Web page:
Next up In The Driver's Seat—where we hear from the folks who keep the shells straight—is coxswain Gabriela Rivera.
Gabriela, a junior on the Notre Dame Men's team, walked onto the team--and into the Driver's Seat--as a freshman. The ND stroke seat, Michael Bektas, nominated her because she has gone "from a novice to steering a perfect line at HOCR and is now leading us in ND's best season in history."
At last month's SIRA Championship, Gabi coxed the Irish 1V to the top ACRA school finish in the Grand Final, edging out Virginia at the line.
Let's take a ride with Gabi, In The Driver's Seat:
row2k - What are the three most important things to being a successful coxswain?
Gabriela Rivera - 1. Steering: You have to be able to maneuver the boat for efficient practices and successful races. Not only is it a safety thing, but when you are spot on with your steering, rowers have more trust in your calls.
2. Cadence: When it’s the last 500 of a race and the guys are dying, they probably won’t process the exact words you are saying, but they will feed off of your energy and the way you are saying it. Molding your voice to match your calls will allow your crew to get to the point where you use a certain tone and they immediately know what to do.
3. Knowing the strength and weaknesses of each rower: Individual calls are arguably the most effective. Understanding each guy so you know how to selectively motivate them and make them perform to the best of their ability will win you races.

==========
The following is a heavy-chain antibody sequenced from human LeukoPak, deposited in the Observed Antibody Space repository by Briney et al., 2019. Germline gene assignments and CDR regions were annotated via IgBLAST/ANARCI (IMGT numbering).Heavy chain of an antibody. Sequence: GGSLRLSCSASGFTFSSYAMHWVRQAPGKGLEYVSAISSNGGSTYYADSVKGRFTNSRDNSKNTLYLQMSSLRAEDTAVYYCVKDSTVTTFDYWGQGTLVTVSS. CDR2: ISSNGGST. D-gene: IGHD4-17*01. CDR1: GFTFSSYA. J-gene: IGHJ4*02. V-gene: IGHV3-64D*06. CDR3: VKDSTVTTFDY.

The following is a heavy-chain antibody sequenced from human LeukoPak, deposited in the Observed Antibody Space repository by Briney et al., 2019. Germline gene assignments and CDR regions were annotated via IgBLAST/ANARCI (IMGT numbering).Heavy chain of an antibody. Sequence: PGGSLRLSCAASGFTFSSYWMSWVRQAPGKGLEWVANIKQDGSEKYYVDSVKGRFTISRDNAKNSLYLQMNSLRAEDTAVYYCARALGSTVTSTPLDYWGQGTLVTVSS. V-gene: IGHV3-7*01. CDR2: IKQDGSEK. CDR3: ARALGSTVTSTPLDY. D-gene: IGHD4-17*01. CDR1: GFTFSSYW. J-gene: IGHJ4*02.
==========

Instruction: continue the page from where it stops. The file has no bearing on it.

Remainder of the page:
row2k - What is your favorite drill to run with your crews? Any tips on how to do the drill well, for maximum effectiveness?
Gabriela Rivera - This changes every week depending on what the crew needs to work on technically, but right now my favorite is the 3 part recovery pause: arms away, bodies over, half slide.
It is very effective for focusing the crew on body composure and connection during the recovery. To run the drill well, allow enough time at each pause to reflect on boat feel, give them feedback in between strokes to improve the connection and, remember, set is important.
row2k - What's some of the best coaching advice you've received about your coxing?
Gabriela Rivera - Don’t have a plan.
To be a great coxswain, you need to be a reactive one. Coxing is situational. Every race is different. There are so many variables out of your control that you must be able to take in all that information in real-time, and respond with the most effective game plan that will get you through the line first.
row2k - What is a mid-race call or move that you've made that you'll remember for the rest of your life? What did it involve and how did you call it?
Gabriela Rivera - We were down 3 seats down after high strokes. Immediately, I said we were going to break them with base pace. I focused on finding the rhythm of a powerful base until we were even. I then called on each rower, giving them one thing to focus on to take their seat back. With that, we walked through and it was definitely the most exhilarating and effective call I have ever had.
row2k - Can you tell us anything about learning how to call a good start?
Gabriela Rivera - Starts need to be clear and controlled.
The nerves are already so high at the start line, no one needs more chaos. Once you get into high strokes and things are going well, then you can bring the hype. But in the beginning, possess the confidence and composure that you want your rowers to have.
row2k - Worst race/practice you've ever had?
Gabriela Rivera - With the winters that we have in South Bend, practices can get miserable. The worst would have to be when I was in a four and it was snowing, and bow pair was way too splashy. I got out of the boat, and this shell of ice just fell off my body and shattered on the dock. Took me a good four hours to warm up after that.
row2k - Best race/practice you've ever had?
Gabriela Rivera - Regarding the best race, even though the outcome was a wake up call for our team, HOCR was definitely a favorite race of mine. You have so much autonomy as coxswain to show off your skills at the Charles. Good steering and coxing can make or break this race, and when you have the best line of your life, it is a very rewarding experience.